Let the other person know EXACTLY what you want (don't make me mention my dad's quote again)! ;) If you want something from a coworker, tell them exactly what you need and WHY such as, "I'd like to see a greater attention to detail on client on-boarding documents. It is the first thing a client receives from us and it's important to set a professional tone from the beginning. Typos and errors on the first document they see can hurt our credibility before we've had a chance to develop trust" or "the designs haven't utilized our corporate branding. Please use XYZ so that we stay consistent with our brand to show our clients the type of professional product they can expect from us" or whatever 'the ask' looks like for you. But, make sure you explain 'the ask'. An ask with a clear explanation will help the other person understand your values and expectations. This will also help your overall relationship as you establish a sense of mutual respect and trust. Otherwise, their mind might wander and they may believe that you do not respect them or their time (it happens a lot!). Clear is kind in communication.
6. Show gratitude and set a time to check-in
Alright, so everything goes well and progress is being made. Be sure to let the other person know that you're noticing their efforts and that you're grateful for it! This will re-enforce the behavior (Pavlov anyone?) and keep them inspired to work with you. At the end of the day, we can be pretty basic humans! We like appreciation and acknowledgement, so don't take it for granted. Set an internal clock for yourself to check-in. If they've already slipped up, bring it up again and see if there are other solutions that could work better for you both. And feel free to communicate your check-in timeline! This is a great practice in life, especially in the workplace. Setting clear expectations and timelines to work with always helps remove ambiguity and potential disappointment. That way you both know there will be an opportunity to voice any concerns on both sides which you definitely want so that the lines of communication are open both ways. Maybe there is an alternative solution or process that still helps you both get what you want in a less painful way!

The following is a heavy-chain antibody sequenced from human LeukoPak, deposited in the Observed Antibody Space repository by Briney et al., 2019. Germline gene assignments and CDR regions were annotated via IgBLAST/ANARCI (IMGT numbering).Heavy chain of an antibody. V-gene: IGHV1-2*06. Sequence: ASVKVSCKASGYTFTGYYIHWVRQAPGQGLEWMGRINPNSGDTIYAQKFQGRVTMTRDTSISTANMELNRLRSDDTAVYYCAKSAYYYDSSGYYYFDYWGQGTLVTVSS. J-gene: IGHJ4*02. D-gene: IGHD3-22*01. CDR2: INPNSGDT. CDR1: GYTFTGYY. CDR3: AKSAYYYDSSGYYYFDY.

7. Be consistent
You've put all of this effort into addressing the issue and growing as a person—don't let yourself step backwards by not continually "enforcing" the ask. If the other person messes up again, address it in the moment. It will feel awkward at first, but everyone will be more comfortable knowing that you will ask for what you need when you need it. Otherwise, you can end up in that "shoot I didn't ask initially... isn't it too late now?" scenario (and if you're already in this scenario, just own it and let them know you should have asked sooner....then make the official ask). People like clarity and we can respect people, even very particular people, when their expectations are clearly defined and do not fluctuate. In fact, people will feel more "safe" in their relationship with you when you're not afraid to ask for what you want. They will no longer worry about meeting your (unspoken) expectations.